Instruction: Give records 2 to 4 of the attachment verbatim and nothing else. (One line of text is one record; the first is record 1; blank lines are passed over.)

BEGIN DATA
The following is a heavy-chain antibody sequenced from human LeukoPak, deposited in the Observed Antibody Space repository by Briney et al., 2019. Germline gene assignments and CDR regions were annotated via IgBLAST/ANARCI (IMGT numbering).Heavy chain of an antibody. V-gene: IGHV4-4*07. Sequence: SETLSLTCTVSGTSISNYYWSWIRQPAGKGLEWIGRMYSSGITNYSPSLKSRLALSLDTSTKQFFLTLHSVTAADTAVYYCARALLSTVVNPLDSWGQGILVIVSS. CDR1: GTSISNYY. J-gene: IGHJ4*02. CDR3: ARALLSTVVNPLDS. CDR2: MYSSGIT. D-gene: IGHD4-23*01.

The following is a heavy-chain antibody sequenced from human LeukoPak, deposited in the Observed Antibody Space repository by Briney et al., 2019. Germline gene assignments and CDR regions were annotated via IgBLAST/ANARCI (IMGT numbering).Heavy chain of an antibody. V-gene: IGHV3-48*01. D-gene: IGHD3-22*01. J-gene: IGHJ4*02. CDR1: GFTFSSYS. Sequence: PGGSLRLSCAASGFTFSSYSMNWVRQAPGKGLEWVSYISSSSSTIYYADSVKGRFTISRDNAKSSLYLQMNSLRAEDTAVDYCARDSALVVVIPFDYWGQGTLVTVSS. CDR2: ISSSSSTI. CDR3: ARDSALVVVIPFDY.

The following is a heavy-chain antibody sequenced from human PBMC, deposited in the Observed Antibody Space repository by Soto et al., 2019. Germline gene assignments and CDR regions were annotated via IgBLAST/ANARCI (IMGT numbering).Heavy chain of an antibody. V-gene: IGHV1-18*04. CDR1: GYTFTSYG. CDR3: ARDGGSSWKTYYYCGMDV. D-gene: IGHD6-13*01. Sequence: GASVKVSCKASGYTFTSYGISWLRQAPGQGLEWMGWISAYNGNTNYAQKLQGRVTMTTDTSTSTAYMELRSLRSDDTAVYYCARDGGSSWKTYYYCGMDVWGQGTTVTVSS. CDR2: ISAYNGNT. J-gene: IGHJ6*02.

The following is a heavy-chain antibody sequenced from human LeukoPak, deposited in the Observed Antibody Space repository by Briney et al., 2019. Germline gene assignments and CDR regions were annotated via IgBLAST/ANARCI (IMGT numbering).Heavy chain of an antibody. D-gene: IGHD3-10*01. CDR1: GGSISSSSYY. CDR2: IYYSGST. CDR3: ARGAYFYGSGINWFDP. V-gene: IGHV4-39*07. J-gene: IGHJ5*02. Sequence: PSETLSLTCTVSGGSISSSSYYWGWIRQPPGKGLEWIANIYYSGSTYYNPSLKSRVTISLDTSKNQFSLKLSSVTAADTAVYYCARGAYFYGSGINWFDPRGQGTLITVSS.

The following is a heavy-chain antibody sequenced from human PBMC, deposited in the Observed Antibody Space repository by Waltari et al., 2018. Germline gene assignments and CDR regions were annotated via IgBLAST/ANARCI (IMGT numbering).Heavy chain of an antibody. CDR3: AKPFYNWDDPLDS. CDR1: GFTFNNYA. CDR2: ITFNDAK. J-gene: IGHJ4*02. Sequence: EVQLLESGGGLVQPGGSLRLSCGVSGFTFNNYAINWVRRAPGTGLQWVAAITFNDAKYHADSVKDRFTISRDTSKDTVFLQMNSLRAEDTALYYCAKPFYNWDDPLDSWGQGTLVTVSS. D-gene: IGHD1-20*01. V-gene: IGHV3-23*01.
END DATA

The following is a heavy-chain antibody sequenced from human LeukoPak, deposited in the Observed Antibody Space repository by Briney et al., 2019. Germline gene assignments and CDR regions were annotated via IgBLAST/ANARCI (IMGT numbering).Heavy chain of an antibody. V-gene: IGHV3-48*01. D-gene: IGHD3-22*01. J-gene: IGHJ4*02. CDR1: GFTFSSYS. Sequence: PGGSLRLSCAASGFTFSSYSMNWVRQAPGKGLEWVSYISSSSSTIYYADSVKGRFTISRDNAKSSLYLQMNSLRAEDTAVDYCARDSALVVVIPFDYWGQGTLVTVSS. CDR2: ISSSSSTI. CDR3: ARDSALVVVIPFDY.

The following is a heavy-chain antibody sequenced from human PBMC, deposited in the Observed Antibody Space repository by Soto et al., 2019. Germline gene assignments and CDR regions were annotated via IgBLAST/ANARCI (IMGT numbering).Heavy chain of an antibody. V-gene: IGHV1-18*04. CDR1: GYTFTSYG. CDR3: ARDGGSSWKTYYYCGMDV. D-gene: IGHD6-13*01. Sequence: GASVKVSCKASGYTFTSYGISWLRQAPGQGLEWMGWISAYNGNTNYAQKLQGRVTMTTDTSTSTAYMELRSLRSDDTAVYYCARDGGSSWKTYYYCGMDVWGQGTTVTVSS. CDR2: ISAYNGNT. J-gene: IGHJ6*02.

The following is a heavy-chain antibody sequenced from human LeukoPak, deposited in the Observed Antibody Space repository by Briney et al., 2019. Germline gene assignments and CDR regions were annotated via IgBLAST/ANARCI (IMGT numbering).Heavy chain of an antibody. D-gene: IGHD3-10*01. CDR1: GGSISSSSYY. CDR2: IYYSGST. CDR3: ARGAYFYGSGINWFDP. V-gene: IGHV4-39*07. J-gene: IGHJ5*02. Sequence: PSETLSLTCTVSGGSISSSSYYWGWIRQPPGKGLEWIANIYYSGSTYYNPSLKSRVTISLDTSKNQFSLKLSSVTAADTAVYYCARGAYFYGSGINWFDPRGQGTLITVSS.